Designed by golf-course architect Robert M. Lohmann, Eagle Valley Golf Course stretches 6,692 yards through rolling terrain and rising crags of verdant knolls, creating a diverse landscape of testy tee-to-green holes. Duffer duos can challenge one another or pair up to face the course's ball-swallowing bunkers, mature trees, and hungry squirrels. An included golf cart accommodates golfers as they traverse through lush green lands on the hunt for a treasure chest of errant golf balls in the bottom of the course's four bodies of water. Golfers can begin their day perfecting their pendulum swings on the property's driving range. With two buckets of balls, every club in the bag of trick sticks can see use, from the pitching wedge to the mannequin leg.
Just across the bay from the Land Between the Lakes National Recreation Area, Kentucky Dam Village is a modern campground comprised of 210 campsites, each equipped with water and electricity hookups. There's a cluster of service buildings at the center of the campground that offer modern amenities, too, including showers, restrooms, three dump stations, and a grocery store.
The 17,000-acre recreation area near the campground is a popular spot for bird watching as well as canoeing and bass fishing at its two lakes, Lake Barkley and Kentucky Lake. More than 200 miles of hiking trails crisscross the peninsula, ranging from short walks to lengthier routes. You can hike shorter portions of the 58-mile North-South Trail, which spans the entire length of the Land Between the Lakes. While hiking, you may catch a glimpse of wildlife including white-tailed deer, wild turkeys, foxes, and coyotes.
As the summer sun dips lazily into the horizon, the air fills with an orchestra of buzzing go-karts and humming ziplines punctuated by floods of laughter. The revelry lasts into the night only to start anew the next morning, a cycle that will continue until Labor Day’s arrival sends Kentucky Shores Family Fun Center’s attractions into hibernation. Guests of all ages romp around the park’s verdant grounds, orchestrating aquatic collisions in the bumper boats or hopping aboard a horse-drawn carriage for a trip back in time without the hassle of having to arm-wrestle your past self. The 36-hole mini golf course adds a touch of the majestic to putting outings thanks to its two waterfalls and stainless steel sculptures forged by renowned artist George Bandarra. Indoors, an arcade beckons guests to video games and rounds of skeeball, and a snack bar staves off hunger pangs with frozen treats and gooey pizzas.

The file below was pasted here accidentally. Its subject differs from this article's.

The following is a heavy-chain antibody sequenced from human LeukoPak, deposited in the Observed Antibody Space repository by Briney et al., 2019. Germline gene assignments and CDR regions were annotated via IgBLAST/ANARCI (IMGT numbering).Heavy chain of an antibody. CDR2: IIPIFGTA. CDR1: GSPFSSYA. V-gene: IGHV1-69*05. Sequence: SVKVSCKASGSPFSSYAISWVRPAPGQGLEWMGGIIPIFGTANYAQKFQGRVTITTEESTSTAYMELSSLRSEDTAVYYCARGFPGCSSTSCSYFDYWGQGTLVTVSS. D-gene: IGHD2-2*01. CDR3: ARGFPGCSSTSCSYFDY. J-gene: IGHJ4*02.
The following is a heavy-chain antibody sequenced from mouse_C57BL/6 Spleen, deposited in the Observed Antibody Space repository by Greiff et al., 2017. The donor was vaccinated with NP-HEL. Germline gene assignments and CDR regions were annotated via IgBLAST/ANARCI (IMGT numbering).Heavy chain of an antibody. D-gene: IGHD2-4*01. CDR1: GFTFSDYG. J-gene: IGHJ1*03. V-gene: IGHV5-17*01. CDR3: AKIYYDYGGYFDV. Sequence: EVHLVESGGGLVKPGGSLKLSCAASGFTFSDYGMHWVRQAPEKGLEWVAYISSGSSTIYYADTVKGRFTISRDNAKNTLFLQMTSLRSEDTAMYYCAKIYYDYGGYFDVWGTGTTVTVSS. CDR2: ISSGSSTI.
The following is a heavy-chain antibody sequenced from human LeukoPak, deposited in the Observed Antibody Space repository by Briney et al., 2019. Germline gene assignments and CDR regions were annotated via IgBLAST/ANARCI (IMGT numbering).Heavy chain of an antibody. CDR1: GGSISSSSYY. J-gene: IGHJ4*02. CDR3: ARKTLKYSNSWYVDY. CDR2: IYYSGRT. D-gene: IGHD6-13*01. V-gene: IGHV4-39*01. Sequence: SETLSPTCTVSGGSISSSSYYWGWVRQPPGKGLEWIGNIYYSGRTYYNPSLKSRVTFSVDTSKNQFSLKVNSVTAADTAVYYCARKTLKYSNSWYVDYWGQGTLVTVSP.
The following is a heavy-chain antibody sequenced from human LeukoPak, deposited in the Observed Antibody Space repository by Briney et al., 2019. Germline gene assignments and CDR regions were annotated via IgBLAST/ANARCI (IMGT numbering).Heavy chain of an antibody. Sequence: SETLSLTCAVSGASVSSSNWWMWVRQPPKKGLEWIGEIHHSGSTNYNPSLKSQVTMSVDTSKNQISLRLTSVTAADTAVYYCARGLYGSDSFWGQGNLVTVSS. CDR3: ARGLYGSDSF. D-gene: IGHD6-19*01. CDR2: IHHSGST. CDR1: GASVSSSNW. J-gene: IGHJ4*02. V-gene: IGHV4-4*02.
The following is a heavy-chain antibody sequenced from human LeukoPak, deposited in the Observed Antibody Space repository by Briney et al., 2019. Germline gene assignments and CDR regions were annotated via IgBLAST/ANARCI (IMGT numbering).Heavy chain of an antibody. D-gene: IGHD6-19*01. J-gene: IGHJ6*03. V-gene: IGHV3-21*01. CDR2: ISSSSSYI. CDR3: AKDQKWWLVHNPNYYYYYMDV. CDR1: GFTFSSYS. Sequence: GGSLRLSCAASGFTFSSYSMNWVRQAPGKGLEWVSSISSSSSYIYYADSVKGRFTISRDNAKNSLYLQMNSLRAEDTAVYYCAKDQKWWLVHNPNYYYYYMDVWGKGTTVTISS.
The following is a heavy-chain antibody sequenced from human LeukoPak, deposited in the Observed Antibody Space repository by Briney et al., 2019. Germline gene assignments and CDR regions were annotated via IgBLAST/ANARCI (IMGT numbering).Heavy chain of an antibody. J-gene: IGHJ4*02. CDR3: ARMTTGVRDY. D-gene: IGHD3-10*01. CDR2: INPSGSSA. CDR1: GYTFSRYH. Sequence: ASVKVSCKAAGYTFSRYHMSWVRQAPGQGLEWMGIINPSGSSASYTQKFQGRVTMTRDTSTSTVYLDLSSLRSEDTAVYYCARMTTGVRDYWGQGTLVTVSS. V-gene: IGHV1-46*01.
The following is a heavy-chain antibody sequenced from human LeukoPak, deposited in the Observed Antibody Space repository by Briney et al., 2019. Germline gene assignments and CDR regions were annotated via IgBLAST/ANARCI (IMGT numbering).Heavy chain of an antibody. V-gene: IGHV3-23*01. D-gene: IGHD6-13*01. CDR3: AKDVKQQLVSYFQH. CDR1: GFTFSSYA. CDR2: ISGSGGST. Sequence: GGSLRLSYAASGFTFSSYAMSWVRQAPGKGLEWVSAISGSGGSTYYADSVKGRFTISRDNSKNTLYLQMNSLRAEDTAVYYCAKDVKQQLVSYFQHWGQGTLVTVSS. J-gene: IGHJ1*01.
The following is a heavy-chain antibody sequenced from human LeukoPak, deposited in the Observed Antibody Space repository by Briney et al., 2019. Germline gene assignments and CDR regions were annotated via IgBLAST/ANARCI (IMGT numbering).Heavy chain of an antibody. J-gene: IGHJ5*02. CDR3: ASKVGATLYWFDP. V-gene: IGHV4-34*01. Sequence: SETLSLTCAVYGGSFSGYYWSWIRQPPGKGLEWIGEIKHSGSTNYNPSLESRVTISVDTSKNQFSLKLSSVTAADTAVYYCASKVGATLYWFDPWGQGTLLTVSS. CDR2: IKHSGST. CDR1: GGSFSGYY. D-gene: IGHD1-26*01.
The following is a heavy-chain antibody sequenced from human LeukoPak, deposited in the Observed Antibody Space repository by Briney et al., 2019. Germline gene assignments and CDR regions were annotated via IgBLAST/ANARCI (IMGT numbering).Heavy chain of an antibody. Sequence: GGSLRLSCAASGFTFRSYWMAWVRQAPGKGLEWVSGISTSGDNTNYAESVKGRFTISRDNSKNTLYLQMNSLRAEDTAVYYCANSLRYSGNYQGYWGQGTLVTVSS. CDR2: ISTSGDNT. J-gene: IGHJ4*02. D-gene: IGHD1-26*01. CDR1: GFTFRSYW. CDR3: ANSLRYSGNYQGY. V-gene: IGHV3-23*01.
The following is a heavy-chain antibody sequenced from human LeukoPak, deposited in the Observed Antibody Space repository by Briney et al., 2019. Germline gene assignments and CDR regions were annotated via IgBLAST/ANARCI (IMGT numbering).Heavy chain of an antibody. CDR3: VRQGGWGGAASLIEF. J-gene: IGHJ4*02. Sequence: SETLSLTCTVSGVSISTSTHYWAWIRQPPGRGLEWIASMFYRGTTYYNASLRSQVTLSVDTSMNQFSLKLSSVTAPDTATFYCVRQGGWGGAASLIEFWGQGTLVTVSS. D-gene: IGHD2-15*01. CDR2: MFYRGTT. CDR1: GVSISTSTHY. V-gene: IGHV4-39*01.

It's fitting that Perryville Pumpkin Farm caters to families since the farm itself has been a part of the Koenig family's history since 1892. And though the farm has changed a lot since the days when its fields were used to raise cows, chickens, and hogs, it's still managed to remain a tried-and-true family operation since transitioning to a pumpkin farm in 2001. Take Jarod Koenig, for instance, who designed and built the farm's mini golf course himself, and who also designs the one-acre corn maze every year. Meanwhile, Ryan Koenig and his mother Dianna hand-pick every pumpkin sold at the farm stand, leaving the rest for adventurous guests who prefer to peruse the vines themselves. Even family friends contribute to the fun, providing the handmade jellies and jams sold in the farm's shop.
Besides welcoming guests to tour the farm or get lost in the twisting stalks of corn, Perryville Pumpkin Farm hosts a whole slew of autumn activities. Kids can climb on a straw bale fort, crawl through a straw tunnel, or practice their aim with the pumpkin sling. Animals also play a big part in the fun here, and guests can feed the goats and chickens, or even try their hand at milking a cow with a little help from local dairy farmer, Dan. Of course, the main event is the wagon ride out to the massive pumpkin patch where guests can pick a perfect specimen to take home and carve into a jack-o-lantern or a slightly smaller pumpkin.